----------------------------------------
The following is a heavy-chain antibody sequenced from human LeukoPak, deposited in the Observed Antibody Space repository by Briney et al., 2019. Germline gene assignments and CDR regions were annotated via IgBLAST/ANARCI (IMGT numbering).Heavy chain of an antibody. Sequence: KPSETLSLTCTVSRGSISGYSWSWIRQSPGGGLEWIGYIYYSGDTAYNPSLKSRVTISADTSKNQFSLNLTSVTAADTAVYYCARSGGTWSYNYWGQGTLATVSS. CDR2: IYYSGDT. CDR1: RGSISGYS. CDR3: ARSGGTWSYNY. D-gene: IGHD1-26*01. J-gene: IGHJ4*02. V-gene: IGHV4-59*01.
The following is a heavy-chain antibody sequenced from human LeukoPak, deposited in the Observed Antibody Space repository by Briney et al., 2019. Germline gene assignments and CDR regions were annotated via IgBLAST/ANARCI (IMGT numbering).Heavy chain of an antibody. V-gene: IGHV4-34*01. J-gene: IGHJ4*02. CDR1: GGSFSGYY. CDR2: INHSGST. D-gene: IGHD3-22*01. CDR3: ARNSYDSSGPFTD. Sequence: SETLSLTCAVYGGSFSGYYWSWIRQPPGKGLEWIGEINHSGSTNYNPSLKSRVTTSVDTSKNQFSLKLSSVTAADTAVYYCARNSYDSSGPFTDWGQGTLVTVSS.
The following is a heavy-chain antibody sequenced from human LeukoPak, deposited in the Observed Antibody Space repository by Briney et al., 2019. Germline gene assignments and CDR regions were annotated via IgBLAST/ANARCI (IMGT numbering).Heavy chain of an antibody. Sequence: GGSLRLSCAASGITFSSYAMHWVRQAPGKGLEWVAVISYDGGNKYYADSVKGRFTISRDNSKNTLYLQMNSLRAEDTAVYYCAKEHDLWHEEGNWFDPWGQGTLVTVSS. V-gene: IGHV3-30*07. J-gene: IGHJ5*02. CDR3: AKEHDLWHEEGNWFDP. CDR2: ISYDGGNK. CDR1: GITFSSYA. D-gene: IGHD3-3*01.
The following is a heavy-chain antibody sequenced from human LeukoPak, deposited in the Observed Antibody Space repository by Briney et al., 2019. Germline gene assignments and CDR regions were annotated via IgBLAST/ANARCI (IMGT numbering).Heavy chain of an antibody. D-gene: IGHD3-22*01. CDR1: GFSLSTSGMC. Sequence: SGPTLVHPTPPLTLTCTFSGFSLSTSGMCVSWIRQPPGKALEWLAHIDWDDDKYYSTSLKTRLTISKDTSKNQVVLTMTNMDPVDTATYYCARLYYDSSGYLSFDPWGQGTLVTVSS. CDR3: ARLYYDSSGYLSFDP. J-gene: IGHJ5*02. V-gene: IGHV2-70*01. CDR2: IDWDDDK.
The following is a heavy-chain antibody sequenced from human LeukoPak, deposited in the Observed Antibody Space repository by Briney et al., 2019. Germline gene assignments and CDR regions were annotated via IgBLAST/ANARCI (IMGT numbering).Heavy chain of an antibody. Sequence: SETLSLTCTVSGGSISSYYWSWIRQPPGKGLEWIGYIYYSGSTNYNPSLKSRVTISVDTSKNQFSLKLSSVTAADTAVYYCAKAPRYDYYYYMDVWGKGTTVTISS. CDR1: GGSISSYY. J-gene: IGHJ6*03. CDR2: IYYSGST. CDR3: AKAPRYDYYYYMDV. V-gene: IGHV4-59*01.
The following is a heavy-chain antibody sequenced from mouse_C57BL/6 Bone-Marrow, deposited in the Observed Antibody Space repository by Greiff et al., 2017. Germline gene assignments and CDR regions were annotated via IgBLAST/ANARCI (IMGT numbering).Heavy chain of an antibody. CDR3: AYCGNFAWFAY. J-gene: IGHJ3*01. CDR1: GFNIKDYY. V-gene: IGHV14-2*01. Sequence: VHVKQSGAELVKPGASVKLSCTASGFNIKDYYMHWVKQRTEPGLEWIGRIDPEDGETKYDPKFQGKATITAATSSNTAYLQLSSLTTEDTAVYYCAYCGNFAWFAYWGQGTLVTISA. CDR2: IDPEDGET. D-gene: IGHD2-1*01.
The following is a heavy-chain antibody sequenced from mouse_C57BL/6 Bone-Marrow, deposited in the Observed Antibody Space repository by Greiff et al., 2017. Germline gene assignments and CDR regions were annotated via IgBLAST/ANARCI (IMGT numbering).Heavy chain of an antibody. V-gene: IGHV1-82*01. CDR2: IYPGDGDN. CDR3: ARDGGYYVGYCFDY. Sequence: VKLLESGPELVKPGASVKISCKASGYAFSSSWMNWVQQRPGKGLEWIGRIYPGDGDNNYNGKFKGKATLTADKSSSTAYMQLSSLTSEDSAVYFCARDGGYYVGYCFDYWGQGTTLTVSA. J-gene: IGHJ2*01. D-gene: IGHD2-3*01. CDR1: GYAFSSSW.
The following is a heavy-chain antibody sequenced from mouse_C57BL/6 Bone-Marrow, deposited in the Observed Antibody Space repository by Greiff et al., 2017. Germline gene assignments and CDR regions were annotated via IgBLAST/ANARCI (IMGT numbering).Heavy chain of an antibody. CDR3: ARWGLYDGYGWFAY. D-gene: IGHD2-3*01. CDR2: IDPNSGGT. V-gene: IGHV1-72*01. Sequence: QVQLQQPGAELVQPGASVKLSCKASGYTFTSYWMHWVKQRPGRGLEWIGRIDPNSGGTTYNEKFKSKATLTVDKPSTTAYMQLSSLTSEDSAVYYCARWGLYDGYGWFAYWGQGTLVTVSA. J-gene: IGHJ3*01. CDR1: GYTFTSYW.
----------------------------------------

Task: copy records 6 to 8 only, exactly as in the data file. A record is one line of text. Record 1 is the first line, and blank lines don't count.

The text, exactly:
The following is a heavy-chain antibody sequenced from mouse_C57BL/6 Bone-Marrow, deposited in the Observed Antibody Space repository by Greiff et al., 2017. Germline gene assignments and CDR regions were annotated via IgBLAST/ANARCI (IMGT numbering).Heavy chain of an antibody. CDR3: AYCGNFAWFAY. J-gene: IGHJ3*01. CDR1: GFNIKDYY. V-gene: IGHV14-2*01. Sequence: VHVKQSGAELVKPGASVKLSCTASGFNIKDYYMHWVKQRTEPGLEWIGRIDPEDGETKYDPKFQGKATITAATSSNTAYLQLSSLTTEDTAVYYCAYCGNFAWFAYWGQGTLVTISA. CDR2: IDPEDGET. D-gene: IGHD2-1*01.
The following is a heavy-chain antibody sequenced from mouse_C57BL/6 Bone-Marrow, deposited in the Observed Antibody Space repository by Greiff et al., 2017. Germline gene assignments and CDR regions were annotated via IgBLAST/ANARCI (IMGT numbering).Heavy chain of an antibody. V-gene: IGHV1-82*01. CDR2: IYPGDGDN. CDR3: ARDGGYYVGYCFDY. Sequence: VKLLESGPELVKPGASVKISCKASGYAFSSSWMNWVQQRPGKGLEWIGRIYPGDGDNNYNGKFKGKATLTADKSSSTAYMQLSSLTSEDSAVYFCARDGGYYVGYCFDYWGQGTTLTVSA. J-gene: IGHJ2*01. D-gene: IGHD2-3*01. CDR1: GYAFSSSW.
The following is a heavy-chain antibody sequenced from mouse_C57BL/6 Bone-Marrow, deposited in the Observed Antibody Space repository by Greiff et al., 2017. Germline gene assignments and CDR regions were annotated via IgBLAST/ANARCI (IMGT numbering).Heavy chain of an antibody. CDR3: ARWGLYDGYGWFAY. D-gene: IGHD2-3*01. CDR2: IDPNSGGT. V-gene: IGHV1-72*01. Sequence: QVQLQQPGAELVQPGASVKLSCKASGYTFTSYWMHWVKQRPGRGLEWIGRIDPNSGGTTYNEKFKSKATLTVDKPSTTAYMQLSSLTSEDSAVYYCARWGLYDGYGWFAYWGQGTLVTVSA. J-gene: IGHJ3*01. CDR1: GYTFTSYW.